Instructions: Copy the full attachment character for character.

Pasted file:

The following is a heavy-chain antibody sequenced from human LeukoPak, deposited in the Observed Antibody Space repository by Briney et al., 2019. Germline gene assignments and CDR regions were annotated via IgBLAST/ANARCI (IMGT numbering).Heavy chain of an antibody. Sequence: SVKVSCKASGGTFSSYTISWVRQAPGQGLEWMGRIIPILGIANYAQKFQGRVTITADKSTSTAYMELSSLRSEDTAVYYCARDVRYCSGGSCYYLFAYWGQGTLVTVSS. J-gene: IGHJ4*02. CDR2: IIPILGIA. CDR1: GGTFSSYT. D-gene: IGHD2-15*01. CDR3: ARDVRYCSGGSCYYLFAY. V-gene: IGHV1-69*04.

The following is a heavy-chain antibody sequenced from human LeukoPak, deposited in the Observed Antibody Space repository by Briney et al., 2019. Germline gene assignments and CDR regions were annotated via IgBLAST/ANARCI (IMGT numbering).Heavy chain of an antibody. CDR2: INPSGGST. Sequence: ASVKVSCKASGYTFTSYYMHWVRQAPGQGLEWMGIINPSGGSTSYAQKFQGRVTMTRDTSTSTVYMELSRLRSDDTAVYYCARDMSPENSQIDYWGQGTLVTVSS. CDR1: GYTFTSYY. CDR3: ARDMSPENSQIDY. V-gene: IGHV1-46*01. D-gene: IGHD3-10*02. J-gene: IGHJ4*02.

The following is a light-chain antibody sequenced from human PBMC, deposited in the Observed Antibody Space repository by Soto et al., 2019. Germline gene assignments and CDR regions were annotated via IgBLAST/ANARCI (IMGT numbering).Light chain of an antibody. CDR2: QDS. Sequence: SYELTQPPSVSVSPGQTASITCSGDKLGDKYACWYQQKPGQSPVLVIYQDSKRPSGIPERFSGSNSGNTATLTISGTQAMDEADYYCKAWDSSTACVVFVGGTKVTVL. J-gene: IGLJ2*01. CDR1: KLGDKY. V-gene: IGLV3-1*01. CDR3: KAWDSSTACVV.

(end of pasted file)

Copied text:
The following is a heavy-chain antibody sequenced from human LeukoPak, deposited in the Observed Antibody Space repository by Briney et al., 2019. Germline gene assignments and CDR regions were annotated via IgBLAST/ANARCI (IMGT numbering).Heavy chain of an antibody. Sequence: SVKVSCKASGGTFSSYTISWVRQAPGQGLEWMGRIIPILGIANYAQKFQGRVTITADKSTSTAYMELSSLRSEDTAVYYCARDVRYCSGGSCYYLFAYWGQGTLVTVSS. J-gene: IGHJ4*02. CDR2: IIPILGIA. CDR1: GGTFSSYT. D-gene: IGHD2-15*01. CDR3: ARDVRYCSGGSCYYLFAY. V-gene: IGHV1-69*04.

The following is a heavy-chain antibody sequenced from human LeukoPak, deposited in the Observed Antibody Space repository by Briney et al., 2019. Germline gene assignments and CDR regions were annotated via IgBLAST/ANARCI (IMGT numbering).Heavy chain of an antibody. CDR2: INPSGGST. Sequence: ASVKVSCKASGYTFTSYYMHWVRQAPGQGLEWMGIINPSGGSTSYAQKFQGRVTMTRDTSTSTVYMELSRLRSDDTAVYYCARDMSPENSQIDYWGQGTLVTVSS. CDR1: GYTFTSYY. CDR3: ARDMSPENSQIDY. V-gene: IGHV1-46*01. D-gene: IGHD3-10*02. J-gene: IGHJ4*02.

The following is a light-chain antibody sequenced from human PBMC, deposited in the Observed Antibody Space repository by Soto et al., 2019. Germline gene assignments and CDR regions were annotated via IgBLAST/ANARCI (IMGT numbering).Light chain of an antibody. CDR2: QDS. Sequence: SYELTQPPSVSVSPGQTASITCSGDKLGDKYACWYQQKPGQSPVLVIYQDSKRPSGIPERFSGSNSGNTATLTISGTQAMDEADYYCKAWDSSTACVVFVGGTKVTVL. J-gene: IGLJ2*01. CDR1: KLGDKY. V-gene: IGLV3-1*01. CDR3: KAWDSSTACVV.